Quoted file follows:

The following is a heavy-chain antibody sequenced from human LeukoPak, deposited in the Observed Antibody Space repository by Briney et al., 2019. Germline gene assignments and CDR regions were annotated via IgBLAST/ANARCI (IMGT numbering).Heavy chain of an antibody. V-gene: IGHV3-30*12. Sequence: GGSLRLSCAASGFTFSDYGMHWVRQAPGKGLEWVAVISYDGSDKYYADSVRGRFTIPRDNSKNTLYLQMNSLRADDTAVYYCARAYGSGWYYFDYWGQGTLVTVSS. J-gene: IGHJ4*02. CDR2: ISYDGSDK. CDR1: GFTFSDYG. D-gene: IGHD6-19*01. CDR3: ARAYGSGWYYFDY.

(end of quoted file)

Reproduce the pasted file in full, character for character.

The following is a heavy-chain antibody sequenced from human LeukoPak, deposited in the Observed Antibody Space repository by Briney et al., 2019. Germline gene assignments and CDR regions were annotated via IgBLAST/ANARCI (IMGT numbering).Heavy chain of an antibody. V-gene: IGHV3-30*12. Sequence: GGSLRLSCAASGFTFSDYGMHWVRQAPGKGLEWVAVISYDGSDKYYADSVRGRFTIPRDNSKNTLYLQMNSLRADDTAVYYCARAYGSGWYYFDYWGQGTLVTVSS. J-gene: IGHJ4*02. CDR2: ISYDGSDK. CDR1: GFTFSDYG. D-gene: IGHD6-19*01. CDR3: ARAYGSGWYYFDY.